In TCM, it’s said that hair is the excess of the blood. What does that mean exactly, and how does that apply to you? Let’s break it down.
Blood in TCM
In Western Medicine, blood is made of red blood cells, white blood cells, proteins, electrolytes, and other nutrients. It moves through our bodies to transport nutrients, glucose, and even distribute hormones. Blood is constantly moving and fluctuating.
In TCM, the perspective is similar, but more holistic. Blood is seen as fluid that provides nutrients for the whole body. Blood comes from Jing and food essence. Jing is the essential energy we are born with, which is associated with growth and development. Food essence is the energy we get from food. In TCM, the spleen and stomach transform food into food essence. It is then taken to the lungs and heart where it turns into blood.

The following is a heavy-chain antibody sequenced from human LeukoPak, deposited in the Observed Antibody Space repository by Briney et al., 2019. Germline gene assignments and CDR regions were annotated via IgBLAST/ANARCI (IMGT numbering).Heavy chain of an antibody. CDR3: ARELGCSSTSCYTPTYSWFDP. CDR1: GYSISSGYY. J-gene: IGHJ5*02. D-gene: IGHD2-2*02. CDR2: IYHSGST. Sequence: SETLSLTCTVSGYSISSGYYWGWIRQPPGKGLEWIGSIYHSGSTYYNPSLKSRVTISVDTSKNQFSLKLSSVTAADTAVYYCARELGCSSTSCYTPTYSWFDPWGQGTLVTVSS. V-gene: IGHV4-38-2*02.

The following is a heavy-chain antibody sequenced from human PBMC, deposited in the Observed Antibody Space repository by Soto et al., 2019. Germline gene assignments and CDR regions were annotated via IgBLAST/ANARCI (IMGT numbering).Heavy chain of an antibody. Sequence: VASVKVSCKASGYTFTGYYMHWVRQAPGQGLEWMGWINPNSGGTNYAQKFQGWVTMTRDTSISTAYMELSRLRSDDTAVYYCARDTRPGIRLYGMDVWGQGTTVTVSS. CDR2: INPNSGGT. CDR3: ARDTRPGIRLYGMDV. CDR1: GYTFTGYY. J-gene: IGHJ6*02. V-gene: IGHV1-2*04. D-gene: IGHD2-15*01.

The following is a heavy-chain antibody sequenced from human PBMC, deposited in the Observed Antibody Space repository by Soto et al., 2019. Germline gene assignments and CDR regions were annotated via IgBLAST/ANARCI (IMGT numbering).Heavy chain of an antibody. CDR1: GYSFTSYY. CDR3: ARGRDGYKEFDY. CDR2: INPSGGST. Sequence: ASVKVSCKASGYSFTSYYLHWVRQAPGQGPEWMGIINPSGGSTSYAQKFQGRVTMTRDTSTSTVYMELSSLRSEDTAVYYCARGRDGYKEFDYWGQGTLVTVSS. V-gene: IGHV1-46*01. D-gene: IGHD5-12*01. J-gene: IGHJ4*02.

Worry, stress, anxiety, and over-thinking can negatively affect the spleen. These emotional states cause stagnation in the spleen, which has a negative impact on the transformation of blood. Also, an imbalanced diet, or one with lots of greasy foods, contributes to a heavy workload on the spleen, which impedes healthy blood formation.
When blood circulates, it first reaches the internal organs to distribute nutrients. Then, it flows to the skin and hair, which receive its remaining nutrients. This is why hair is the excess of blood — healthy hair is a result of abundant nutrients.
Generally, when we use topical treatments to enhance hair, we’re looking at the same herbs that are used internally to treat blood:
- Strong stimulating herbs that restore circulation to an area
- Blood-regenerating herbs to encourage microcirculation
- Historically beneficial herbs for hair like he shou wu
When we look at hair growth holistically as the excess of blood, we can see that giving our hair and follicles the nutrients and energy they need, rather than working against their natural functions, is the key to robust, healthy hair.